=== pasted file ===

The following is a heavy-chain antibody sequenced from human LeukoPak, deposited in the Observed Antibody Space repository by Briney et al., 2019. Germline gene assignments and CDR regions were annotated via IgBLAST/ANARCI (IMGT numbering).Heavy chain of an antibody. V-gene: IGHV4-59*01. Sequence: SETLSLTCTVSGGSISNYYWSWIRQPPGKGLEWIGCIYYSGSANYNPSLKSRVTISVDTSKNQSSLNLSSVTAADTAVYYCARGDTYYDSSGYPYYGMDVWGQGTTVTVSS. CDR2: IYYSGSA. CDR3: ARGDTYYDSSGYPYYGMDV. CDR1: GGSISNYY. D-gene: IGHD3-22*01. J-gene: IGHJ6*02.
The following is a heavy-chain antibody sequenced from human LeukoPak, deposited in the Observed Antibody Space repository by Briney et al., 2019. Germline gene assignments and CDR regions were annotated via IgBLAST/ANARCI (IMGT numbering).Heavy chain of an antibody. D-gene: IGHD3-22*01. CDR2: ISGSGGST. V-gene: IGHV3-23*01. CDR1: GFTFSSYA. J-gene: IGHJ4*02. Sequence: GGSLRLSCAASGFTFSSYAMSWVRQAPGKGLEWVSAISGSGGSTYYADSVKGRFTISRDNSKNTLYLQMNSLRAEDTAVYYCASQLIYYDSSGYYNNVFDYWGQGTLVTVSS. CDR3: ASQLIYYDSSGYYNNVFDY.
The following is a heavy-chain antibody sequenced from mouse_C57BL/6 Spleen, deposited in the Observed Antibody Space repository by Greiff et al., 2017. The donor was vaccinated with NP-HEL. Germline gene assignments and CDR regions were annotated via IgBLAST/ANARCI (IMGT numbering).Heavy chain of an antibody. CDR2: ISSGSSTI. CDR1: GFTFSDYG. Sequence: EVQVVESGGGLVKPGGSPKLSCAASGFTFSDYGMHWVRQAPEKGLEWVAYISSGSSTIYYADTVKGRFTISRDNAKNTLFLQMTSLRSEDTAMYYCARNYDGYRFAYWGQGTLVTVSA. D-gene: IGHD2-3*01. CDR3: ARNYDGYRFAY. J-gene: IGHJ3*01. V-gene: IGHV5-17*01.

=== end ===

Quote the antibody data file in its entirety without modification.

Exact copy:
The following is a heavy-chain antibody sequenced from human LeukoPak, deposited in the Observed Antibody Space repository by Briney et al., 2019. Germline gene assignments and CDR regions were annotated via IgBLAST/ANARCI (IMGT numbering).Heavy chain of an antibody. V-gene: IGHV4-59*01. Sequence: SETLSLTCTVSGGSISNYYWSWIRQPPGKGLEWIGCIYYSGSANYNPSLKSRVTISVDTSKNQSSLNLSSVTAADTAVYYCARGDTYYDSSGYPYYGMDVWGQGTTVTVSS. CDR2: IYYSGSA. CDR3: ARGDTYYDSSGYPYYGMDV. CDR1: GGSISNYY. D-gene: IGHD3-22*01. J-gene: IGHJ6*02.
The following is a heavy-chain antibody sequenced from human LeukoPak, deposited in the Observed Antibody Space repository by Briney et al., 2019. Germline gene assignments and CDR regions were annotated via IgBLAST/ANARCI (IMGT numbering).Heavy chain of an antibody. D-gene: IGHD3-22*01. CDR2: ISGSGGST. V-gene: IGHV3-23*01. CDR1: GFTFSSYA. J-gene: IGHJ4*02. Sequence: GGSLRLSCAASGFTFSSYAMSWVRQAPGKGLEWVSAISGSGGSTYYADSVKGRFTISRDNSKNTLYLQMNSLRAEDTAVYYCASQLIYYDSSGYYNNVFDYWGQGTLVTVSS. CDR3: ASQLIYYDSSGYYNNVFDY.
The following is a heavy-chain antibody sequenced from mouse_C57BL/6 Spleen, deposited in the Observed Antibody Space repository by Greiff et al., 2017. The donor was vaccinated with NP-HEL. Germline gene assignments and CDR regions were annotated via IgBLAST/ANARCI (IMGT numbering).Heavy chain of an antibody. CDR2: ISSGSSTI. CDR1: GFTFSDYG. Sequence: EVQVVESGGGLVKPGGSPKLSCAASGFTFSDYGMHWVRQAPEKGLEWVAYISSGSSTIYYADTVKGRFTISRDNAKNTLFLQMTSLRSEDTAMYYCARNYDGYRFAYWGQGTLVTVSA. D-gene: IGHD2-3*01. CDR3: ARNYDGYRFAY. J-gene: IGHJ3*01. V-gene: IGHV5-17*01.